FIG. 26 is a schematic drawing depicting the general process involved in the execution of the window design. Through prompts to and responses from the user 136 (indicated generally by arrows 138 and 140), the master drawing 48 of the window design is combined with the data from the window specsheet 54 files in the design module executor 68 (FIG. 45) to create a completed drawing 146 (FIG. 27A) or 144 (FIG. 27B) of a window.
The Windows design module 148 (FIG. 26) is a single module. All single modules have two elements: a specsheet and master drawings. The design module executor 68 chooses between the available master drawings if there is more than one, as in this example where there is a choice of window styles (Window design module 148) and a different master drawing (48 or 150, see FIG. 26) for each window style. The user interacts with the window design module 148 through prompts and responses. Different finalized drawings derived from different master drawings are shown in FIGS. 17A and 17B and identified by reference characters 90 and 94. FIGS. 27a and 27b show window designs 146 and 144 generated from the same master drawing.
The module can stand by itself (§2.1: the window) or be used as part of another module (§2.2a: The House) or as part of a computer program (§2.2b: The governor file). And the transition from being a stand-alone design to being a part of an overall design is easily accomplished because of the inherent modularity of the parametric design scheme SYNTHESIS utilizes.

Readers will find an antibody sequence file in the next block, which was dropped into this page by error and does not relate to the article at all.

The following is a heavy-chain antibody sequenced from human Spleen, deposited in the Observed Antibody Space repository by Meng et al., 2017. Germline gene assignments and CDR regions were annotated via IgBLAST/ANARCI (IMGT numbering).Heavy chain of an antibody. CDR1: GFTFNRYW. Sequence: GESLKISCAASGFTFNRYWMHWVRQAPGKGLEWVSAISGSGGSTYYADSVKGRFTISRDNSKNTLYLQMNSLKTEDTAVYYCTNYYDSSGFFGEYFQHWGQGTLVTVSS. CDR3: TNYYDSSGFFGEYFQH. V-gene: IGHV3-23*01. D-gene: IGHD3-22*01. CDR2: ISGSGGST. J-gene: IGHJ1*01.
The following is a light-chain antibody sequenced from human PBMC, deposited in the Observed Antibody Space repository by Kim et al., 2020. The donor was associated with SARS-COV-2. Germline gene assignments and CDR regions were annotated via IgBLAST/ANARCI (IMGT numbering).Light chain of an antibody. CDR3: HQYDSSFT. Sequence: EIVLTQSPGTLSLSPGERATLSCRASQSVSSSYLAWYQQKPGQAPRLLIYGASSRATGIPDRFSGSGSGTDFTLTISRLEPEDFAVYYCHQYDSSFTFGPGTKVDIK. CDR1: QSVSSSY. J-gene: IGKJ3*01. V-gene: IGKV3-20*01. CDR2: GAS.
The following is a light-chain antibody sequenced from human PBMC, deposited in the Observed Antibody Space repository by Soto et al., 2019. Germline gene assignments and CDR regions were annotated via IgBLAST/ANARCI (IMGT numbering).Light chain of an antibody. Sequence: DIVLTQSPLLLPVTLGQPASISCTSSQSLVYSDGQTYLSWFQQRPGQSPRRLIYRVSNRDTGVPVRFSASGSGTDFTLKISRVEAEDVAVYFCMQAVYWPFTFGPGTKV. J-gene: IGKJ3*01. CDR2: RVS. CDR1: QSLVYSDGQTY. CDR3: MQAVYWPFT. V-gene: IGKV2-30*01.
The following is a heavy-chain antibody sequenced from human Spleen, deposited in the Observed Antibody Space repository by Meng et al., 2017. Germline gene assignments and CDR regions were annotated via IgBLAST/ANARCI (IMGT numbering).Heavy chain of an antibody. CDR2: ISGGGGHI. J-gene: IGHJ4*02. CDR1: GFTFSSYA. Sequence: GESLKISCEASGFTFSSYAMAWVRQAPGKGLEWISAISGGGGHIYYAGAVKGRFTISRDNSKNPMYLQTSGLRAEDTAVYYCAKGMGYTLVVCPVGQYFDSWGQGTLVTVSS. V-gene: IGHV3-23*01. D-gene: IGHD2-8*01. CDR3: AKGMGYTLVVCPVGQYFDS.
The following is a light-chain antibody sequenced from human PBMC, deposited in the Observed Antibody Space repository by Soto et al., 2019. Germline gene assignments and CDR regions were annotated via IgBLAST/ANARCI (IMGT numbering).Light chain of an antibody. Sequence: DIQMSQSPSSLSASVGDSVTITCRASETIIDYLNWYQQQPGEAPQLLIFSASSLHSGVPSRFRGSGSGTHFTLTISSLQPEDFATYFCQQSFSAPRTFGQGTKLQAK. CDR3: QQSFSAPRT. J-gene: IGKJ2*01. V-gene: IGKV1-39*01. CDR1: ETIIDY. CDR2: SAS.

§2.2 Modular design: the House
§2.2a Using SYNTHESIS's Multiple Specsheet Commands
FIG. 28 shows the design screen 149 that the end user sees when doing the modular house design. It was set up by a House specsheet 150 (FIG. 36). The exemplary house design will be discussed below to illustrate how applicant's novel system and process are employed to generate a more complicated parametric design than that of the just described window. The house will have two different windows respectively located on the front and one side of the house, a door, walls, and a roof. The widths of the door, windows, and overall house width are prompted for in Part 1 of the house specsheet (FIG. 36). The dimensions are in architectural inches or feet and inches.
I. The subordinate modules